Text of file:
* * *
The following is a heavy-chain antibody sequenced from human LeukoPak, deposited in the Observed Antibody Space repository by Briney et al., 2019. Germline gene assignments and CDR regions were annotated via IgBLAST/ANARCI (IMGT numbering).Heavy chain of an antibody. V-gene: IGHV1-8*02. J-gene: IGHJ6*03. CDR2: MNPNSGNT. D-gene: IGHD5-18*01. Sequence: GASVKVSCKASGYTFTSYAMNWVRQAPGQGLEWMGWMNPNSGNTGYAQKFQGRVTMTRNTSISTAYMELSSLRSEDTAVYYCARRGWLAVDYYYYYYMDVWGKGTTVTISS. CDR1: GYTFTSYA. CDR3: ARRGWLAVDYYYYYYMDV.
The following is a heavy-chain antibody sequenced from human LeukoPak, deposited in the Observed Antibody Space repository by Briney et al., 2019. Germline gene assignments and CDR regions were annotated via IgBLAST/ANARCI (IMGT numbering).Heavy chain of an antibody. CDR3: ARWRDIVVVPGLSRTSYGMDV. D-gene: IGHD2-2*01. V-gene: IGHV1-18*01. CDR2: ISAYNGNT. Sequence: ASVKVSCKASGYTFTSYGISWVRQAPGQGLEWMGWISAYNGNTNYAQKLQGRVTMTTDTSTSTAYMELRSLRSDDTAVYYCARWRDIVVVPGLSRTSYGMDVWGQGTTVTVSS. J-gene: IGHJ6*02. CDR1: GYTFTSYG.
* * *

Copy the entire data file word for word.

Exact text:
The following is a heavy-chain antibody sequenced from human LeukoPak, deposited in the Observed Antibody Space repository by Briney et al., 2019. Germline gene assignments and CDR regions were annotated via IgBLAST/ANARCI (IMGT numbering).Heavy chain of an antibody. V-gene: IGHV1-8*02. J-gene: IGHJ6*03. CDR2: MNPNSGNT. D-gene: IGHD5-18*01. Sequence: GASVKVSCKASGYTFTSYAMNWVRQAPGQGLEWMGWMNPNSGNTGYAQKFQGRVTMTRNTSISTAYMELSSLRSEDTAVYYCARRGWLAVDYYYYYYMDVWGKGTTVTISS. CDR1: GYTFTSYA. CDR3: ARRGWLAVDYYYYYYMDV.
The following is a heavy-chain antibody sequenced from human LeukoPak, deposited in the Observed Antibody Space repository by Briney et al., 2019. Germline gene assignments and CDR regions were annotated via IgBLAST/ANARCI (IMGT numbering).Heavy chain of an antibody. CDR3: ARWRDIVVVPGLSRTSYGMDV. D-gene: IGHD2-2*01. V-gene: IGHV1-18*01. CDR2: ISAYNGNT. Sequence: ASVKVSCKASGYTFTSYGISWVRQAPGQGLEWMGWISAYNGNTNYAQKLQGRVTMTTDTSTSTAYMELRSLRSDDTAVYYCARWRDIVVVPGLSRTSYGMDVWGQGTTVTVSS. J-gene: IGHJ6*02. CDR1: GYTFTSYG.